I'd like to take this opportunity to say to the mainstream media that when there's nothing to say, you shouldn't feel obligated to tell me anything. Really, I'm OK with that.
As usual, the key component of the scenario expressed by our boy Mirhaydari, was completely avoided.
The "Broken Window Theory" refutes the benefits catastrophic events have when the same pool of money is spent buying the same thing twice.
If the window of a store is broken by a rabble rouser, the on-lookers will say to look on the bright side. The money the store owner has to pay replacing the broken window will go into the economy as an increase in the purchase of goods and services.
Listening to the gawkers, the store owner is going to say, how he was planning on buying a new suit. But now, he has to use that money to replace what once was, a perfectly good window, and will not be able to afford the new suit, and what was once a perfectly good window now lies buried in a landfill somewhere.
Think of Hurricane Sandy as the straw that broke the Romney camel's back.
Also, free street and tunnel cleaning for New York.
Rich people are well-insured so I'm not worried about castles by the sea.
Shouldn't we be shooting looters on sight?
Damaged wall of hotel was really illegally-operating hotel of the red light kind so score one for the Hurricane and the forces of good.
What happened to all the homeless people? 50 seems a little low.
When is Disney stock going back up?
Give us something Mirhaydari.
The biggest impact is Republican Governor of New Jersey Chris Christy's glowing endorsement of the help he was getting from Barack Obama whom he praised as "doing a superlative job." President Obama will easily win re-election and Romney can go back to hiding money in foreign bank accounts.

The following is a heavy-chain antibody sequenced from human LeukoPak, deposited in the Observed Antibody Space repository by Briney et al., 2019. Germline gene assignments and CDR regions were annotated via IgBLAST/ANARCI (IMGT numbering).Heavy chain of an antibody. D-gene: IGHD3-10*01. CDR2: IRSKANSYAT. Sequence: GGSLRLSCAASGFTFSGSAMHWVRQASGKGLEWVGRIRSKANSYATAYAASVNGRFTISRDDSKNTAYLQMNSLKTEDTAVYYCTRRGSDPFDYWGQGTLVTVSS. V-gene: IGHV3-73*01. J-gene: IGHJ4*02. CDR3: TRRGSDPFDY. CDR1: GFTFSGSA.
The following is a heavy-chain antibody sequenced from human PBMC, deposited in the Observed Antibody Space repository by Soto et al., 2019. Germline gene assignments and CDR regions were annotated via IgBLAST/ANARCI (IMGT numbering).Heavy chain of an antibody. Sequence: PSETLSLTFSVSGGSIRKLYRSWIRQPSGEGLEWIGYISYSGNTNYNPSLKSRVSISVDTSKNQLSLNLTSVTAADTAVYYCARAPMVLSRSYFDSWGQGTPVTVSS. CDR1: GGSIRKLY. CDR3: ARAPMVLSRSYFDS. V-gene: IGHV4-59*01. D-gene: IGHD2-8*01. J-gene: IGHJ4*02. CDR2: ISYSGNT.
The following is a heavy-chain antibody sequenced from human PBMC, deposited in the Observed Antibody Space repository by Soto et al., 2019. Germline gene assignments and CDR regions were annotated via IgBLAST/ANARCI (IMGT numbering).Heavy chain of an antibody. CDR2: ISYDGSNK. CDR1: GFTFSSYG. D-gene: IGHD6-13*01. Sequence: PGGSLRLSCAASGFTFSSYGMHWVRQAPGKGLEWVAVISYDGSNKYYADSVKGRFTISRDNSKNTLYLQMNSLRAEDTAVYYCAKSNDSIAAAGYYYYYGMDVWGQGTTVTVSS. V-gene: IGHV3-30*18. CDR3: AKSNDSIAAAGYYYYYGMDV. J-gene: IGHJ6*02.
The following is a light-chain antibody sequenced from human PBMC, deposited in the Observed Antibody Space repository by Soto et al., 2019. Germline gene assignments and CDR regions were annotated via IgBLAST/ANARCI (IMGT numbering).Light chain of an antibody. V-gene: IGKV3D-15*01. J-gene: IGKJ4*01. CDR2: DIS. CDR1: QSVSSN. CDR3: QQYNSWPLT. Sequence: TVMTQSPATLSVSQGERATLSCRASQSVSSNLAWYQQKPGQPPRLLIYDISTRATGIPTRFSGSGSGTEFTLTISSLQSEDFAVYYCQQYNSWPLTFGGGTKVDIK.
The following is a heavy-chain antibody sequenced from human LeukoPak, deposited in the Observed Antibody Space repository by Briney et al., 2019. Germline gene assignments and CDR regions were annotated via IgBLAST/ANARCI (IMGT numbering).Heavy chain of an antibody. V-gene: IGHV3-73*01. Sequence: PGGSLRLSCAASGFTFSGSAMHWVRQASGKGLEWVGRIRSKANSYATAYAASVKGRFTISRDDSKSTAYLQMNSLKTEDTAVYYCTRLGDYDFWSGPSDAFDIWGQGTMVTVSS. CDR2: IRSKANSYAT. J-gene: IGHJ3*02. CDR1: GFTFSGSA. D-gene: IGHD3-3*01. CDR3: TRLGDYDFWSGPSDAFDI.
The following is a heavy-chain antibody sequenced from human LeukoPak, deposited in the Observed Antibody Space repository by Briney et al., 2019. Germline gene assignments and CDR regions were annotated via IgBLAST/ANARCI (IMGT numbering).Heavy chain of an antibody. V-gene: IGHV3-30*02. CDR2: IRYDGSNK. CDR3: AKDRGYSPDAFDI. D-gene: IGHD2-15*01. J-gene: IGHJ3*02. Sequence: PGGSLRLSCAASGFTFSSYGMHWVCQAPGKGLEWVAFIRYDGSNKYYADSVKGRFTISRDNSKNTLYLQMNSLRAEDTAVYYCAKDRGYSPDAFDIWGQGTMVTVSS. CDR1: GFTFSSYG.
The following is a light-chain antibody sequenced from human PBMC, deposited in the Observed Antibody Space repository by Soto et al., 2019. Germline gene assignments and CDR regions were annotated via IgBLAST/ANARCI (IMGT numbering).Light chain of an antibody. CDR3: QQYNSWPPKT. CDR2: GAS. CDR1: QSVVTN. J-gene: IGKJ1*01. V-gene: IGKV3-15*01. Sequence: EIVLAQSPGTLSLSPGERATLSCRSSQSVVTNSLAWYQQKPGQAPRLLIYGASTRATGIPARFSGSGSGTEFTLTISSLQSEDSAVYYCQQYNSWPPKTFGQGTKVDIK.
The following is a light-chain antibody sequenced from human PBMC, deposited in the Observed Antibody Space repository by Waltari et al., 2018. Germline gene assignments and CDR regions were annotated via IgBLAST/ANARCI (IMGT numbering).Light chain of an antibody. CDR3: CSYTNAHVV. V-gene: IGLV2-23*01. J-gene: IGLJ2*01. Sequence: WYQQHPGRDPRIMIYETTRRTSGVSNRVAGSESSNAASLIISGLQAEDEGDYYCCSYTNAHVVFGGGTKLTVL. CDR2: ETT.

Copyright © 2014 Microsoft. All rights reserved.
Fundamental company data and historical chart data provided by Morningstar Inc. Real-time index quotes and delayed quotes supplied by Morningstar Inc. Quotes delayed by up to 15 minutes, except where indicated otherwise. Fund summary, fund performance and dividend data provided by Morningstar Inc. Analyst recommendations provided by Zacks Investment Research. StockScouter data provided by Verus Analytics. IPO data provided by Hoover's Inc. Index membership data provided by Morningstar Inc.
[BRIEFING.COM] The major averages finished the Tuesday session near their lows with the Russell 2000 (-1.0%) leading the slide. The S&P 500 lost 0.5% with nine sectors ending in the red.
Equities indices started the day with modest gains and spent the first two hours of action in the neighborhood of their flat lines. Although the early trade lacked clear sector leadership, that could have been overlooked due to the strength among heavily-weighted sectors like health care (-0.3%), ... More
More Market News
|There’s a problem getting this information right now. Please try again later.|
MUST-SEE ON MSN
- Video: Easy DIY smoked meats at home
A charcuterie master shares his process for cold-smoking meat at home.
- Jetpacks about to go mainstream
- Weird things covered by home insurance
- Bing: 70 percent of adults report 'digital eye strain'